• G03BAPPARATUS OR ARRANGEMENTS FOR TAKING PHOTOGRAPHS OR FOR PROJECTING OR VIEWING THEM; APPARATUS OR ARRANGEMENTS EMPLOYING ANALOGOUS TECHNIQUES USING WAVES OTHER THAN OPTICAL WAVES; ACCESSORIES THEREFOR
    • G03B35/00Stereoscopic photography
    • G03B35/18Stereoscopic photography by simultaneous viewing
    • G03B35/26Stereoscopic photography by simultaneous viewing using polarised or coloured light separating different viewpoint images

Abstract

Projection systems and methods for providing stereoscopic images viewed through passive polarizing eyewear. The systems relate to projectors that create left and right eye images simultaneously and often as side-by-side images on the image modulator. The systems act to superimpose the spatially separated images on a projection screen with alternate polarization states. The embodiments are best suited to liquid crystal polarization based projection systems and use advanced polarization control.

Description

    CROSS REFERENCE TO RELATED APPLICATIONS
  • This patent application relates and claims priority to:
  • (1) provisional patent application Ser. No. 61/221,482, entitled “Stereoscopic Projection System Employing Spatial Multiplexing at an Intermediate Image Plane,” to Robinson et al., filed Jun. 29, 2009 (“Robinson et al. Prov. Pat. App.”);
  • (2) provisional patent application Ser. No. 61/221,516, entitled, “Stereoscopic Projection System Employing Spatial Multiplexing Near the Aperture Stop,” to Schuck et al., filed Jun. 29, 2009;
  • (3) provisional patent application Ser. No. 61/224,416, entitled “Stereoscopic Projection System Employing Spatial Multiplexing at an Intermediate Image Plane,” to Schuck et al, filed Jul. 9, 2009 (“Schuck et al. Prov. Pat. App.”);
  • (4) provisional patent application Ser. No. 61/249,018, entitled, “Stereoscopic projection system employing spatial multiplexing at an intermediate image plane,” to Schuck et al., filed Oct. 6, 2009; and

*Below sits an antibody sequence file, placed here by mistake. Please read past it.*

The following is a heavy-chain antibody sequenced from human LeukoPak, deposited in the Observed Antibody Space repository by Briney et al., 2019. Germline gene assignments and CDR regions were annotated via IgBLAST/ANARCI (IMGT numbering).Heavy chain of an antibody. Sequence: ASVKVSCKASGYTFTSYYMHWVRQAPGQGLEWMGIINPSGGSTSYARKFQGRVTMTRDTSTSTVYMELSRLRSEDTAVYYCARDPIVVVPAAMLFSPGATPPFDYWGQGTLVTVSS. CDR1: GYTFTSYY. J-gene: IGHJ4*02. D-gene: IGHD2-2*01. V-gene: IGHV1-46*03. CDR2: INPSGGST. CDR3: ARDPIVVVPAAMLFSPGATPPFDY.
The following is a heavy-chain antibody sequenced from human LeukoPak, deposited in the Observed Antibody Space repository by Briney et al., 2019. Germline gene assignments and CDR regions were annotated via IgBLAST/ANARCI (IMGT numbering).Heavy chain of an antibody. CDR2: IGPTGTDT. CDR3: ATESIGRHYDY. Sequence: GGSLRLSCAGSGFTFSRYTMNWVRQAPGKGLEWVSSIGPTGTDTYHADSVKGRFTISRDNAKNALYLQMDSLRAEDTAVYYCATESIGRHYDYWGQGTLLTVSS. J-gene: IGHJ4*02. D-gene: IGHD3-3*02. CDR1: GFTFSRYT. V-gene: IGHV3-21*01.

• (5) provisional patent application Ser. No. 61/256,854, entitled, “Stereoscopic projection system employing spatial multiplexing at an intermediate image plane,” to Schuck et al., filed Oct. 30, 2009;
  • all of which are herein incorporated by reference for all purposes.
  • TECHNICAL FIELD
  • The disclosed embodiments generally relate to projection systems and, more specifically, relate to projection systems that may selectively operate in a stereoscopic mode and a non-stereoscopic mode.
  • BACKGROUND
  • Stereoscopic projection dates back to the early 20th century and was first seen in cinemas during the 1950s. These systems were film based and were limited mechanically to modest ˜24 Hz frame rate. As such, it was not possible to use temporal methods of providing flicker-free sequential left and right eye images for stereoscopy. Spatially multiplexed image display systems were therefore implemented. Some comprised separate projectors while others employed a single projector with each frame comprising spatially separate left and right eye images. Complex frame dividing optics was used in this latter case to successfully superimpose the images on the screen. Many systems were developed and several commercially successful, as discussed by L. Lipton in Foundations of the Stereoscopic Cinema, Van Nostrand-Reinhold, Appendix 7, p. 260, 1982, which is hereby incorporated by reference. Unfortunately the quality of the stereoscopic experience was insufficient to draw customers leading to a reversal to 2D cinema in the latter half of the century.
  • Stereoscopic projection has recently been revitalized with high quality advanced digital equipment encompassing capture, distribution and display. To date the most successful projection system has been developed and installed by RealD. Based on Texas instruments Digital Light Processing (DLP) technology, systems provide time sequential left and right eye images at flicker free rates. Incorporating a polarization switch in the projection path provides sequential left and right eye images for viewing through passive polarizing eyewear. While the system based on DLP technology may provide good quality stereoscopic imagery, alternative projection platforms, such as those based on liquid crystal (LC) modulation, can also be considered. Desirable features of an LC projector-based platform are potentially providing improved resolution, motion rendition, and optical polarization efficiencies. Presently, a single LC projector does not however provide time-sequential images with sufficient frame rate to allow temporal left eye/right eye polarization modulation.